No categories found

Home >

Child and Adolescent Health from 1990 to 2015: Findings from the Global Burden of Diseases, Injuries, and Risk Factors 2015 Study

Tuesday, 25th of April 2017 Print

JAMA Pediatr. 2017 Apr 3. doi: 10.1001/jamapediatrics.2017.0250. [Epub ahead of print]

Child and Adolescent Health from 1990 to 2015: Findings from the Global Burden of Diseases, Injuries, and Risk Factors 2015 Study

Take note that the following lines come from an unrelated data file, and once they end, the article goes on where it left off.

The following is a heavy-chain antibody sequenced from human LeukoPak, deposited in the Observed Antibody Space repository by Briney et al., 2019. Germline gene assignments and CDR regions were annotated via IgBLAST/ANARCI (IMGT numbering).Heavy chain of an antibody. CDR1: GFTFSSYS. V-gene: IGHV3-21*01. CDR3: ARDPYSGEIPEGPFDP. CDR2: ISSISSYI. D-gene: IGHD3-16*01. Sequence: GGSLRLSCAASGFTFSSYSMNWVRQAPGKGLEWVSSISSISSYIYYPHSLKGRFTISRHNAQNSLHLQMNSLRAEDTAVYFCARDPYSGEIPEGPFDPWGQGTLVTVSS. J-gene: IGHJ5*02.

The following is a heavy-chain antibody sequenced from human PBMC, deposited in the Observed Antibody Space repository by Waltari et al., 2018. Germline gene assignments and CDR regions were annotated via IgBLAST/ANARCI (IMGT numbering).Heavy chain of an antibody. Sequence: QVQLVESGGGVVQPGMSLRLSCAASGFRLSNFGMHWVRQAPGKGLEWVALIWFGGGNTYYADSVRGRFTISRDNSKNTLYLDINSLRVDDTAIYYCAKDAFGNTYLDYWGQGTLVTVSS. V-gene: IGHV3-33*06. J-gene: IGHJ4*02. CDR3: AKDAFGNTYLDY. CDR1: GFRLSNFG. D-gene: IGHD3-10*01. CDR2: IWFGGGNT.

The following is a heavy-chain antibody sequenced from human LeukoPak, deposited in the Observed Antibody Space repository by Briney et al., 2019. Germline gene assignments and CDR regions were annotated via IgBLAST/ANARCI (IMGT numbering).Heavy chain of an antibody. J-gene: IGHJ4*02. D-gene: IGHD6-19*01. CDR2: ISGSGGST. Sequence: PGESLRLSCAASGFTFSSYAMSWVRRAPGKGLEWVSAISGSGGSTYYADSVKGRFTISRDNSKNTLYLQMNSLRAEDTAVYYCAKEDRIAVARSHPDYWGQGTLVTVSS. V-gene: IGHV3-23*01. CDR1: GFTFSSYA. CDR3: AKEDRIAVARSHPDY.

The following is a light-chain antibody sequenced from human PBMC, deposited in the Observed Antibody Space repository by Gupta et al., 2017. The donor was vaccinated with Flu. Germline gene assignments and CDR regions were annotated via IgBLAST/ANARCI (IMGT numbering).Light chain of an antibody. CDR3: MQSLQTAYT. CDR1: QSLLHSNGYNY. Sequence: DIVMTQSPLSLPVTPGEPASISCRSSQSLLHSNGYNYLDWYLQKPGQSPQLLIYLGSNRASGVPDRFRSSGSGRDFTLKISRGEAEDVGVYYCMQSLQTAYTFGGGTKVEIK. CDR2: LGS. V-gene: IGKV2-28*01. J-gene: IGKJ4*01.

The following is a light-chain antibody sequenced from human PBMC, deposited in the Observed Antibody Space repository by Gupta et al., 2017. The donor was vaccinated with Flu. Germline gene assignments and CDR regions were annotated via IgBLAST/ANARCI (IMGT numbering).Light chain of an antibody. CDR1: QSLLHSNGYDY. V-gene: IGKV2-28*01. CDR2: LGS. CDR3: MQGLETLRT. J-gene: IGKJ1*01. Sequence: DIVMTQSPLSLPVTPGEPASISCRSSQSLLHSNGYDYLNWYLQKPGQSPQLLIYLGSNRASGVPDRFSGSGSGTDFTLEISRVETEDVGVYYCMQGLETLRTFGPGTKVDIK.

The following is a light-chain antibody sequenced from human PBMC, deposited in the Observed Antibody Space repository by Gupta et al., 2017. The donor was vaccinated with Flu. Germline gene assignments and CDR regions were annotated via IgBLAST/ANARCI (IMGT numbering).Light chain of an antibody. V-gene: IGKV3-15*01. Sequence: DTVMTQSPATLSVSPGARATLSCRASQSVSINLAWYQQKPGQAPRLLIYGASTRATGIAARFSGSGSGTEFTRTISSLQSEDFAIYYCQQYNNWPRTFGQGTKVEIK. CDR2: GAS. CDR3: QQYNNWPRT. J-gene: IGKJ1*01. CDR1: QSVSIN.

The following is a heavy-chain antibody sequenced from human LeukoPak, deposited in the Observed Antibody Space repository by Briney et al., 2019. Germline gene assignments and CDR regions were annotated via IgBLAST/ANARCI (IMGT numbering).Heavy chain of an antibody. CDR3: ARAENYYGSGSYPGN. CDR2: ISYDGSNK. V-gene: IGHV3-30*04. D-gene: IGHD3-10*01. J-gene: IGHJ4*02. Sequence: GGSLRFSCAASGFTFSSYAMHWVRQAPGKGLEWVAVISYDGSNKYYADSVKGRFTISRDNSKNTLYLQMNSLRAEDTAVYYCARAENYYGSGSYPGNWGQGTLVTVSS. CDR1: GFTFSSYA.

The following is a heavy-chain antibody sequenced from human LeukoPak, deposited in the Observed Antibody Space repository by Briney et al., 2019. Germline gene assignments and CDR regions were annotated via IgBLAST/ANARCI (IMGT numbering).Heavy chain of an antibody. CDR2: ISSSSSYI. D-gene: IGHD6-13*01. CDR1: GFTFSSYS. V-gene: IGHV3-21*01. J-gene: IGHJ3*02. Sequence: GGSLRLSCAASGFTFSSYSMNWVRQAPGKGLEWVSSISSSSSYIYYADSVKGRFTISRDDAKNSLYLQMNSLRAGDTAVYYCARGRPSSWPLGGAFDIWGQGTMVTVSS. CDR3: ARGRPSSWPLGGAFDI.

Global Burden of Disease Child and Adolescent Health Collaboration, Kassebaum N1, Kyu HH1, Zoeckler L1, Olsen HE1, Thomas K1, Pinho C1, Bhutta ZA2, Dandona L3, Ferrari A4, Ghiwot TT5, Hay SI6, Kinfu Y7, Liang X8, Lopez A9, Malta DC10, Mokdad AH1, Naghavi M1, Patton GC11, Salomon J12, Sartorius B13, Topor-Madry R14, Vollset SE15, Werdecker A16, Whiteford HA4, Abate KH5, Abbas K17, Abreha Damtew S18, Ahmed MB5, Akseer N19, Al-Raddadi R20, Alemayohu MA18, Altirkawi K21, Abajobir AA4, Amare AT22, Antonio CA23, Arnlov J24, Artaman A25, Asayesh H26, Avokpaho EF27, Awasthi A28, Ayala Quintanilla BP29, Bacha U30, Balem D18, Barac A31, Bärnighausen TW12, Baye E32, Bedi N33, Bensenor IM34, Berhane A35, Bernabe E36, Bernal OA37, Beyene AS38, Biadgilign S39, Bikbov B40, Boyce CA41, Brazinova A42, Hailu GB18, Carter A1, Castañeda-Orjuela CA43, Catalá-López F44, Charlson FJ4, Chitheer AA45, Choi JJ46, Ciobanu LG22, Crump J47, Dandona R48, Dellavalle RP49, Deribew A50, deVeber G19, Dicker D1, Betsu BB18, Ding EL12, Dubey M51, Endries AY52, Erskine HE53, Faraon EJ23, Faro A54, Farzadfar F55, Fernandes JC56, Fijabi DO57, Fitzmaurice C1, Fleming TD1, Flor LS58, Foreman KJ1, Franklin RC59, Fraser MS1, Frostad JJ1, Fullman N1, Gebregergs GB18, Gebru AA18, Geleijnse JM60, Gibney KB61, Gidey Yihdego M62, Ginawi IA63, Gishu MD39, Gizachew TA22, Glaser E57, Gold AL1, Goldberg E1, Gona P64, Goto A65, Gugnani HC66, Jiang G67, Gupta R68, Tesfay FH18, Hankey GJ69, Havmoeller R70, Hijar M71, Horino M72, Hosgood HD73, Hu G74, Jacobsen KH75, Jakovljevic MB76, Jayaraman SP77, Jha V78, Jibat T79, Johnson CO1, Jonas J80, Kasaeian A55, Kawakami N81, Keiyoro PN82, Khalil I1, Khang YH46, Khubchandani J83, Ahmad Kiadaliri AA84, Kieling C85, Kim D86, Kissoon N87, Knibbs LD4, Koyanagi A88, Krohn KJ1, Kuate Defo B89, Kucuk Bicer B90, Kulikoff R1, Kumar GA48, Lal DK48, Lam HY91, Larson HJ92, Larsson A93, Laryea DO94, Leung J4, Lim SS1, Lo LT95, Lo WD96, Looker KJ97, Lotufo PA35, Magdy Abd H, El Razek98, Malekzadeh R55, Markos Shifti D99, Mazidi M100, Meaney PA101, Meles KG18, Memiah P102, Mendoza W103, Abera Mengistie M5, Mengistu GW18, Mensah GA41, Miller TR104, Mock C105, Mohammadi A106, Mohammed S107, Monasta L43, Mueller U16, Nagata C108, Naheed A109, Nguyen G1, Nguyen QL110, Nsoesie E1, Oh IH111, Okoro A112, Olusanya JO113, Olusanya BO113, Ortiz A114, Paudel D115, Pereira DM116, Perico N117, Petzold M118, Phillips MR119, Polanczyk GV34, Pourmalek F87, Qorbani M120, Rafay A121, Rahimi-Movaghar V55, Rahman M122, Rai RK123, Ram U51, Rankin Z1, Remuzzi G124, Renzaho AM125, Roba HS38, Rojas-Rueda D126, Ronfani L127, Sagar R128, Sanabria JR129, Kedir Mohammed MS130, Santos IS34, Satpathy M128, Sawhney M129, Schöttker B131, Schwebel DC132, Scott JG133, Sepanlou SG55, Shaheen A134, Shaikh MA135, She J136, Shiri R137, Shiue I138, Sigfusdottir ID139, Singh J134, Slipakit N1, Smith A1, Sreeramareddy C140, Stanaway JD1, Stein DJ141, Steiner C1, Sufiyan MB107, Swaminathan S142, Tabarés-Seisdedos R143, Tabb KM144, Tadese F145, Tavakkoli M146, Taye B147, Teeple S1, Tegegne TK145, Temam Shifa G52, Terkawi AS148, Thomas B1, Thomson AJ149, Tobe-Gai R108, Tonelli M150, Tran BX151, Troeger C1, Ukwaja KN152, Uthman O153, Vasankari T154, Venketasubramanian N155, Vlassov VV156, Weiderpass E157, Weintraub R158, Gebrehiwot SW18, Westerman R16, Williams HC159, Wolfe CD37, Woodbrook R1, Yano Y160, Yonemoto N161, Yoon SJ162, Younis MZ163, Yu C164, Zaki ME98, Zegeye EA165, Zuhlke LJ166, Murray CJ1, Vos T1.